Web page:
509th Composite Group HQ, Tinian, Mariana Islands • August 6, 1945
For several months the U.S. had dropped more than 63 million leaflets across Japan, warning civilians of devastating aerial bombings and to evacuate the cities identified in the leaflets. Radio broadcasts from the American-held island of Saipan underscored the printed warnings. Many Japanese cities suffered terrible damage from napalm bombs that set their wood-frame buildings on fire. On August 1, 1945, some 80 percent of Hachioji, a rail choke point near Tokyo, was burned out by napalm. Sixty-five percent of Nagaoka was wasted the same day. Nearly 100 percent of Toyama was incinerated. On August 5 four more Japanese cities were turned into smoking ruins. The areas destroyed and the number of people killed in U.S. air raids on Japan up till then exceeded the areas destroyed and the lives lost in all German cities by the U.S. and Royal air forces combined between May 15, 1940, and the end of the war in Europe five years later.
On this date in 1945 things were different. Hiroshima, a city of 280,000 civilians and 43,000 soldiers on the Japanese mainland of Honshū, was incinerated by a five-ton uranium-filled bomb codenamed “Little Boy,” the first of two atomic bombs ever dropped on an enemy nation. A blinding flash lasting perhaps a tenth of a second created an explosion that blew out windows 6‑1/2 miles from the epicenter and sent a massive column of debris and smoke miles high.
Allied forces were poised for invasion hundreds of miles from the Japanese Home Islands when the first atomic bomb exploded. Remembrance of the horrific casualties inflicted by a fanatical enemy on Americans assaulting Japan’s offshore islands of Iwo Jima and Okinawa (February 19 to June 22, 1945)—nearly 70,000 dead and wounded—forebode worse numbers ahead, as high as one million Allied servicemen and millions more Japanese. President Harry S. Truman and American commanders fretted that a war-weary public might have neither the patience nor the stomach for a Japanese-style Armageddon on Japan’s home turf. After the Hiroshima bombing, the White House issued a statement that promised Japan “a rain of ruin from the air, the like of which has never been seen on earth” if the country’s military leadership did not end the war in 48 hours on U.S. terms. To a group of Christian leaders Truman explained his motives for deploying the atomic bomb: “When you have to deal with a beast you have to treat him as a beast.”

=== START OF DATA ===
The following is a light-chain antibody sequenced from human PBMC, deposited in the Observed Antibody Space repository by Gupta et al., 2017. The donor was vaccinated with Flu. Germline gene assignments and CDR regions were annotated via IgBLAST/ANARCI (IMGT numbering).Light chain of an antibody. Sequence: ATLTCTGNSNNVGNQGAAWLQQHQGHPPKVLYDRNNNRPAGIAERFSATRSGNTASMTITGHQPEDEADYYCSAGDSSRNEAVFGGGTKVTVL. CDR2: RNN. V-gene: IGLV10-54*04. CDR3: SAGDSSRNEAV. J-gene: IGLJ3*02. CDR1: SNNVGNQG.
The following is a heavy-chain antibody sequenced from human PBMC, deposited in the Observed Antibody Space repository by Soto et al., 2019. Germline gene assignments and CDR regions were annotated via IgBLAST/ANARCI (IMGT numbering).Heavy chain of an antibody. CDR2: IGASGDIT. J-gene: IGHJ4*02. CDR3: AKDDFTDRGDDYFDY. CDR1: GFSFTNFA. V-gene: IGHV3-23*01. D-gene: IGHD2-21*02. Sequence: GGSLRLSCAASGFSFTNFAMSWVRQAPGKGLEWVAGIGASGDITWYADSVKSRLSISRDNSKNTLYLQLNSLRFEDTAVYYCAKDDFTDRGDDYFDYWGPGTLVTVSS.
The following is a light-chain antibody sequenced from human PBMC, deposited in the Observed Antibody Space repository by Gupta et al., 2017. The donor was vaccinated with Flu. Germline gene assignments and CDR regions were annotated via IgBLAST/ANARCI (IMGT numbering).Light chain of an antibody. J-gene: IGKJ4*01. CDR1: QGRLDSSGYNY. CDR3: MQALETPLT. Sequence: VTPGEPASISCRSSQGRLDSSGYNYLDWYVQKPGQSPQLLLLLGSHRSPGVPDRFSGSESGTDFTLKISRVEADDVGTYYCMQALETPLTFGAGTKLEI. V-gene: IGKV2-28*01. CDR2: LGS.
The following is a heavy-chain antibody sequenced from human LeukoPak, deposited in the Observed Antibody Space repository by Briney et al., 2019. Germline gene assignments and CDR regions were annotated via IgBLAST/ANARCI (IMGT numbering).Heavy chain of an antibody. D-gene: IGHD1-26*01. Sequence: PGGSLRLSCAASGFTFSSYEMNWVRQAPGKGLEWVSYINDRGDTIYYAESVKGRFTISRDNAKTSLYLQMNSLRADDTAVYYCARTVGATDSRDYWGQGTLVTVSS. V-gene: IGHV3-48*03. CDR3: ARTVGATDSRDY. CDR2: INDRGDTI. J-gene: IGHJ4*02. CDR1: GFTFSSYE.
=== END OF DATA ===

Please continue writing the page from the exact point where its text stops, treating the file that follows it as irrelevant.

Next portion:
Japanese leaders had expected, indeed planned for a brutal, no-holds-barred land invasion beginning in October. But nothing in their past experience or in their wildest imaginations had prepared them for this level of aerial immolation. The deadly new weapon system was the equivalent of 220 fully loaded B‑29s dropping their loads in an instant. Within minutes 40,000 Hiroshima men, women, and children died mostly in the firestorms set off by the enormous blast, while a further 90,000–166,000 victims would die of burns and radiation within days or weeks. Survivors of the blast, Hibakusha (lit. “explosion-affected people”), often succumbed years later to leukemia or other cancers.
Hiroshima: Delivering a Foretaste of National Apocalypse
Left: Ground level photograph of the Hiroshima mushroom cloud taken from approximately 4.3 miles northeast of ground zero. “Little Boy,” as the uranium‑235 bomb was nicknamed, detonated 1,900 ft above the Shima Hospital and 550 yards from the bombardier’s aiming point, the Aioi Bridge. Three days later another mushroom cloud appeared over the city of Nagasaki, the product of “Fat Man,” as the plutonium‑239 bomb was called. The following day Japan capitulated.
Right: Lost image found in Honkawa Elementary School in 2013 of the Hiroshima mushroom cloud, believed to have been taken 20–30 minutes after detonation from about 6.2 miles east of ground zero. Some 400 Honkawa students and more than 10 teachers were victims of the bomb blast.
Left: The best-known photographs of the bomb’s aftermath were taken from the air by one of three B‑29s that left Tinian in the Mariana Islands in the predawn hours of August 6, 1945, for Hiroshima. This aerial photograph is less well known, taken about one hour after the atomic bomb detonated over Hiroshima. “Little Boy” was carried by the Enola Gay, a modified B‑29 Superfortress (a so-called “Silverplate” Superfortress configured to carry an atomic bomb) that was piloted by thirty-year-old Col. Paul Tibbets, Jr. Tibbets had developed his flying skills as a pilot for the U.S. Eighth and Twelfth Air Forces over Europe and North Africa. In March 1943 Tibbets returned to the States to test-fly the new Superfortress, earning him the nickname “Mr. B‑29.”
Right: “Little Boy” on trailer cradle before being loaded into Enola Gay’s bomb bay. The Enola Gay’s bomb bay door is visible in the upper right-hand corner of the photo. Of the 131 lb of uranium‑235 in the bomb, less than 2 lb underwent nuclear fission. But the force of the explosion was roughly equivalent to 15,000 tons of TNT.
Left: The Hiroshima Chamber of Industry and Commerce Building was the only building remotely close to standing near the center of the atomic bomb blast of August 6, 1945. It was left unrepaired as a reminder of the event.
Right: Eight months after the atomic bomb was dropped, Hiroshima still stands in ruins, the visible evidence of the world’s first use of nuclear weapons in war.
Contemporary Newsreel Documents Aftermath of Atomic Bombing of Hiroshima and Nagasaki, August 6 and 9, 1945